Adoption from the family/friends perspective

I can still recall their expressions when The Man and I excitedly shared our news -- "we are adopting a baby".

They stared at us blankly. It was dead silent. You could practically see their wheels turning as they tried to wrap their brain around the word "adoption" and process all the stereotypes that go with it.

Why are they adopting? Can't they have their "own" child? Adopted kids can be trouble. Are they in for a long road of heartache? When is this happening? 

They made a swift recovery. With smiles on their faces they said "that's great" and followed it up by asking where and when.

From South Korea we answered. 

Another blank stare. Another grind of the wheels. Another pain in our hearts.

A Different Reaction
As we shared news of our adoption, this was the reaction we occasionally encountered from both family and friends. Those reactions were brutal and searing. We were sharing a decision that was so emotional for us, and something we'd been considering for years. We were ecstatic, and thought we'd be greeted with the same squeals of excitement and enthusiasm when someone announces they are having a child. But it wasn't like we pictured it.

Why the difference? Perhaps it was because they were shocked? Family and friends had assumed that because we hadn't had a family after 17 years of marriage, we weren't interested.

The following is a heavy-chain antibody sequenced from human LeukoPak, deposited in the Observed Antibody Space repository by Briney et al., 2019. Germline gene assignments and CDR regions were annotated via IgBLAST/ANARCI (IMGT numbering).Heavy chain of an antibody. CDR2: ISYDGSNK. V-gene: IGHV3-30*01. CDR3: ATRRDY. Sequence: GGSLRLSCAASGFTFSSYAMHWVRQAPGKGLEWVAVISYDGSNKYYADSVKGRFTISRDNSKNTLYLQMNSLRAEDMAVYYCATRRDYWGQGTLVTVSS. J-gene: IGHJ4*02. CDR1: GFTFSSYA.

That might be part of it, but it's likely more than that. The people that had those reactions had very little exposure to adoption. Their understanding of what it all entails is probably limited to a tragic Lifetime television movie. They know the appropriate response when someone announces they are pregnant. They aren't so sure how to respond when someone says they are adopting. Should we be happy? Is this a good thing?

Once we could step back from the hurt we felt as potential parents (and I could quit crying about it) we started to think about this news from another perspective. From their perspective. We are bringing adoption into the lives of those around us.  Although we are prepared for this, our family and friends may not be.

The Family
We never really thought about our preparing our family for our adoption. Our discussions with them are usually about the process and timeline, but not about behavior or race issues.

I'm a bit torn about this. Our family is far away so we could easily avoid "educating" (for lack of a better word) them about this stuff. But I want them to feel comfortable talking to us about this, and more important, want them to feel comfortable around our child.

We found a good book that explained a lot of basic adoption stuff, and thought it would be helpful for our parents, but didn't want to be presumptive or pushy. It felt like "Hey, WE are adopting so we want YOU to read this book and learn this stuff to make OUR lives better." I tentatively inquired if they might be interested. Of course they were! We sent it to both sents of parents and they were thrilled to have the book as a resource to learn more. (Yay!)